function calls itself. When the program begins, a frame for
`main()` is placed on the call stack.
`main()` then calls `stephen()` which is placed on the stack.

`stephen()`then makes a recursive call to itself, creating a new frame which is placed on the stack.

### Overhead of Recursion

Imagine what happens when you call the factorial function on some large input, say 1000. The first function will be called with input 1000. It will call the factorial function on an input of 999, which will call the factorial function on an input of 998. Etc. Keeping track of the information about all active functions can use many system resources if the recursion goes many levels deep. In addition, functions take a small amount of time to be instantiated, to be set up. If you have a lot of function calls in comparison to the amount of work each one is actually doing, your program will run significantly slower.

So what can be done about this? You'll need to decide up front whether recursion is necessary. Often, you'll decide that an iterative implementation would be more efficient and almost as easy to code (sometimes they'll be easier, but rarely). It has been proven mathematically that any problem that can be solved with recursion can also be solved with iteration, and vice versa. However, there are certainly cases where recursion is a blessing, and in these instances you should not shy away from using it. As we'll see later, recursion is often a useful tool when working with data structures such as trees (if you have no experience with trees, please see the SparkNote on the subject).

As an example of how a function can be written both recursively and iteratively, let's look again to the factorial function.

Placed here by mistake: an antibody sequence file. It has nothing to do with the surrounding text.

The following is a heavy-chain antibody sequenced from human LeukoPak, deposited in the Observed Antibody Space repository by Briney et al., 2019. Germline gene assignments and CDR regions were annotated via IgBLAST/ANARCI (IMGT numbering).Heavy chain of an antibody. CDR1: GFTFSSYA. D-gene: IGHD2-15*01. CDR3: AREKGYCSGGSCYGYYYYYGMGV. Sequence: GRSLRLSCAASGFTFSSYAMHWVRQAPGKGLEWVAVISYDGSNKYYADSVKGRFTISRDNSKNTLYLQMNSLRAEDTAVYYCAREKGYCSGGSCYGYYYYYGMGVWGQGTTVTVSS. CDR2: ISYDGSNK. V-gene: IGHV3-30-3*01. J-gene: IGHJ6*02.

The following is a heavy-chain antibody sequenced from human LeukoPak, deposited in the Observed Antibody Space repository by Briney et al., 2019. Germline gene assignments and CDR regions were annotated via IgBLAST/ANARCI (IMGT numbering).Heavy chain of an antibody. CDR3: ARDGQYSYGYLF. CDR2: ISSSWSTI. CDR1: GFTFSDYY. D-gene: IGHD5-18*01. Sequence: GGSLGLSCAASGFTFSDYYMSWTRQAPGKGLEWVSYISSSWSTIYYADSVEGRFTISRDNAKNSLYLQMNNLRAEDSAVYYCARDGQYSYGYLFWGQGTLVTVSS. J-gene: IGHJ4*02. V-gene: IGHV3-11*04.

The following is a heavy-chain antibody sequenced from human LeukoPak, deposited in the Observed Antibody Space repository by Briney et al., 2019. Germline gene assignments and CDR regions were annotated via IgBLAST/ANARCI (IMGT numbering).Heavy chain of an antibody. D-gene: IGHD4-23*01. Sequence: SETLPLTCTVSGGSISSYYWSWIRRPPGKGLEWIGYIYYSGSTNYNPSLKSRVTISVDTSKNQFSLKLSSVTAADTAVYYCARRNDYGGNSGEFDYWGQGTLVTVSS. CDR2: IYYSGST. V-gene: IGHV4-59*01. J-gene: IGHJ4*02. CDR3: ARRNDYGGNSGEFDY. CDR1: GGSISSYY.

We originally said that the 5! = 5*4*3*2*1 and 9! = 9*8*7*6*5*4*3*2*1. Let's use this definition instead of the recursive one to write our function iteratively. The factorial of an integer is that number multiplied by all integers smaller than it and greater than 0.

This program is more efficient and should execute faster than the recursive solution above.

For mathematical problems like factorial, there is sometimes an alternative to both an iterative and a recursive implementation: a closed-form solution. A closed-form solution is a formula that involves no looping of any kind, only standard mathematical operations in a formula to compute the answer. The Fibonacci function, for example, does have a closed-form solution:

This solution and implementation uses four calls to `sqrt()`,
two calls to `pow()`, two additions, two subtractions, two
multiplications, and four divisions. One might argue that this
is more efficient than both the recursive and iterative
solutions for large values of *n*. Those solutions involve a
lot of looping/repetition, while this solution does not.
However, without the source code for `pow()`, it is
impossible to say that this is more efficient. Most likely,
the bulk of the cost of this function is in the calls to
`pow()`. If the programmer for `pow()` wasn't smart about
the algorithm, it could have as many as *n* - 1 multiplications,
which would make this solution slower than the iterative, and
possibly even the recursive, implementation.

Given that recursion is in general less efficient, why would we use it? There are two situations where recursion is the best solution:

- The problem is much more clearly solved using recursion: there are many problems where the recursive solution is clearer, cleaner, and much more understandable. As long as the efficiency is not the primary concern, or if the efficiencies of the various solutions are comparable, then you should use the recursive solution.
- Some problems are much easier to solve through recursion: there are some problems which do not have an easy iterative solution. Here you should use recursion. The Towers of Hanoi problem is an example of a problem where an iterative solution would be very difficult. We'll look at Towers of Hanoi in a later section of this guide.